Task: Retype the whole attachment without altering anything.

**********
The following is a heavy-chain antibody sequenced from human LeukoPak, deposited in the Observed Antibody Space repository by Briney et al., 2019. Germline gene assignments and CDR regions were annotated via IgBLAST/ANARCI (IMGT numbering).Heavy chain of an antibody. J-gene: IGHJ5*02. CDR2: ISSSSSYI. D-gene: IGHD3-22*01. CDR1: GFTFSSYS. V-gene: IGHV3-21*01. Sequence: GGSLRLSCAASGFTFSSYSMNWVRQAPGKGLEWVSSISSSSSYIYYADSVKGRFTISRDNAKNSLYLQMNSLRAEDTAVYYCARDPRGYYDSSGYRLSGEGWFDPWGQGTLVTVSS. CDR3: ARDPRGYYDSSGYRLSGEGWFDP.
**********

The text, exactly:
The following is a heavy-chain antibody sequenced from human LeukoPak, deposited in the Observed Antibody Space repository by Briney et al., 2019. Germline gene assignments and CDR regions were annotated via IgBLAST/ANARCI (IMGT numbering).Heavy chain of an antibody. J-gene: IGHJ5*02. CDR2: ISSSSSYI. D-gene: IGHD3-22*01. CDR1: GFTFSSYS. V-gene: IGHV3-21*01. Sequence: GGSLRLSCAASGFTFSSYSMNWVRQAPGKGLEWVSSISSSSSYIYYADSVKGRFTISRDNAKNSLYLQMNSLRAEDTAVYYCARDPRGYYDSSGYRLSGEGWFDPWGQGTLVTVSS. CDR3: ARDPRGYYDSSGYRLSGEGWFDP.